Tuck a napkin into your shirt for countryside deliciousness in the Berkshires town of Great Barrington. The sushi that Bizen chef Michael Marcus serves comes from the same supplier as Nobu, and just-opened Allium serves locally raised rib eye ($32). The Sunday brunch at Xicoh stars slow-cooked pork with guacamole, grilled scallions, and cactus leaf ($15). Push your limits with a scoop of Dirty Chocolate ice cream ($4) at Soco Creamery before a nightcap of port at the pricey but worth it Wheatleigh Hotel (from $650; wheatleigh.com or 413-637-0610).
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To experience what a New York delicatessen was like in its heyday (its fare plentiful, cheap, and cured in-store), head to Montreal’s temples of meat—Schwartz’s, Lesters, Abie’s, and Snowdon. With small menus, Montreal’s delis focus on one thing with religious zeal: smoked meat, the smoky, pepper-flecked love child of pastrami and corned beef. Order medium-fat smoked-meat sandwiches, double-fried fries, a Cott’s black-cherry soda, and a mustard-soaked stick of karnatzel (thin salami). Then pick up a dozen hand-twisted bagels from St-Viateur Bagel Bakery. Take Rolaids at the Ritz (from $175 per night; 514-842-4212 or ritzmontreal.com).
The town’s budget-minded students and surfeit of profs require high-achieving southern food. The two camps converge on Franklin Street, where $8 crab-and-corn cheese pies from Crook’s Corner (crookscorner.com) and $6 duck congee with cracklings from Lantern (lanternrestaurant.com) are supplied by organic farmers and Slow Food purveyors in the surrounding Piedmonts. Start your morning with a country breakfast at Fickle Creek Farm (rooms from $100; 919-969-8846 or home.mebtel.net/~ficklecreek).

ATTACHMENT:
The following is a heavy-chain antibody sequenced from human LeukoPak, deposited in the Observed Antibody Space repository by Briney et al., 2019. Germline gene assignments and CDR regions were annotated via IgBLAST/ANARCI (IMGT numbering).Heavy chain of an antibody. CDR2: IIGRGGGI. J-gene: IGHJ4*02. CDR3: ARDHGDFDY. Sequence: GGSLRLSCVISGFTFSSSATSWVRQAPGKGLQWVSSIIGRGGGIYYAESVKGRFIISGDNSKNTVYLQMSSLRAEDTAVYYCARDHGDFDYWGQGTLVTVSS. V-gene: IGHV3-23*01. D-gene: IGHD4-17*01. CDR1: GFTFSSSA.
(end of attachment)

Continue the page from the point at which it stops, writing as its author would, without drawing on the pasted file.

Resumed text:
Order oyster omelettes from a vendor in the circuslike Huashi Street Snake Alley Night Market and you’ll get a fresh-shucked crustacean encased in sticky potato and topped with chile egg. Also delicious: crab vermicelli, stewed beef noodles, and crispy salt-and-pepper tripe. Snacks cost $1 to $2. Extreme eaters can try freshly killed cobra. Stay at the Grand Hyatt Taipei (from $209; 886-22-720-1234 or taipei.grand.hyatt.com).
South Australia’s 100-mile-long Kangaroo Island, circled with dozens of pristine beaches, churns out deliciously light honey from what is claimed to be the world’s purest strain of Ligurian bees, rare Australian marrons (giant freshwater crayfish), tangy sheep’s-milk yogurt, and remarkably delicious free-range chickens. Early next year, base yourself at the new glassy, modern Southern Ocean Lodge overlooking Hanson Bay ($900, all-inclusive; opens March 2008; 800-441-6880 or southernoceanlodge.com.au) and nibble your way across the island.
With its high proportion of starred Michelin chefs, Lyon—not Paris—is France’s capital of fine dining. Just witness Parisians swooping into the outdoor markets—more than 40 in all—to stock up on fishy quenelles and porky boudins aux noisettes. Graze the traditional small restaurants called bouchons, and book a midweek table at one of the restaurants of Paul Bocuse’s quartet, L’Ouest, Le Nord, Le Sud, and l’Est (each representing a different region of modern French cuisine), or stalk the star himself during his regular Sunday rounds at Les Halles de Lyon. Stay at the value-priced Bellecour sur Cour (rooms from $100; 33-06-159-4546 or bellecoursurcour.com), and save your splurging for edibles.
Make reservations a day in advance, and follow the haze of tobacco smoke into Pod Lipite (359-2-866-5053), a tavern where animal skins, musical instruments, and farm equipment dangle from the rafters. Gather at one of the long wooden tables to devour braised lamb’s head ($5) and stewed boar ($6). Wash it down with Mavrud wine ($8 a bottle), a spicy red from the Thracian Valley, and sleep it off in the bright Sunflower Room at the new Hotel Les Fleurs (from $156 per night; 359-2-810-0800 or lesfleurshotel.com).